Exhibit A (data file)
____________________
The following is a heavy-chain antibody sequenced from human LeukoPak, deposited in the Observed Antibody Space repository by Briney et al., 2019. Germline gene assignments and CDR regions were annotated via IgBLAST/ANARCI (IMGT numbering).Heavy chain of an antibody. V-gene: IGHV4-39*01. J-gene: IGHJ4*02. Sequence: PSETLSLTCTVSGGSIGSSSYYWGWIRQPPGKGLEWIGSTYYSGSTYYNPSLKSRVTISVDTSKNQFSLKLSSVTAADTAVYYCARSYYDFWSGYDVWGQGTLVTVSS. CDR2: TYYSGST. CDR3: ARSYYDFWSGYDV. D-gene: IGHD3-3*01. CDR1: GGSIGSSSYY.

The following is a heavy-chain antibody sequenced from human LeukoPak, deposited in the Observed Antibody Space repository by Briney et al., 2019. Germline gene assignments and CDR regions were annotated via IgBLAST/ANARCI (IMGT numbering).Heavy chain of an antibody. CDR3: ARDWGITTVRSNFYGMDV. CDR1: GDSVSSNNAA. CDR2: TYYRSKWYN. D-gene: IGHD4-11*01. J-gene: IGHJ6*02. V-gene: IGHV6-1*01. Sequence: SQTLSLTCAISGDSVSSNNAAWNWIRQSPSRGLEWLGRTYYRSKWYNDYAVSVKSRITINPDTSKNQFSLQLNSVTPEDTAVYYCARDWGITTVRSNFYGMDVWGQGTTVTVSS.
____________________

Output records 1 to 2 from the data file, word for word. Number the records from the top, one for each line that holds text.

The following is a heavy-chain antibody sequenced from human LeukoPak, deposited in the Observed Antibody Space repository by Briney et al., 2019. Germline gene assignments and CDR regions were annotated via IgBLAST/ANARCI (IMGT numbering).Heavy chain of an antibody. V-gene: IGHV4-39*01. J-gene: IGHJ4*02. Sequence: PSETLSLTCTVSGGSIGSSSYYWGWIRQPPGKGLEWIGSTYYSGSTYYNPSLKSRVTISVDTSKNQFSLKLSSVTAADTAVYYCARSYYDFWSGYDVWGQGTLVTVSS. CDR2: TYYSGST. CDR3: ARSYYDFWSGYDV. D-gene: IGHD3-3*01. CDR1: GGSIGSSSYY.

The following is a heavy-chain antibody sequenced from human LeukoPak, deposited in the Observed Antibody Space repository by Briney et al., 2019. Germline gene assignments and CDR regions were annotated via IgBLAST/ANARCI (IMGT numbering).Heavy chain of an antibody. CDR3: ARDWGITTVRSNFYGMDV. CDR1: GDSVSSNNAA. CDR2: TYYRSKWYN. D-gene: IGHD4-11*01. J-gene: IGHJ6*02. V-gene: IGHV6-1*01. Sequence: SQTLSLTCAISGDSVSSNNAAWNWIRQSPSRGLEWLGRTYYRSKWYNDYAVSVKSRITINPDTSKNQFSLQLNSVTPEDTAVYYCARDWGITTVRSNFYGMDVWGQGTTVTVSS.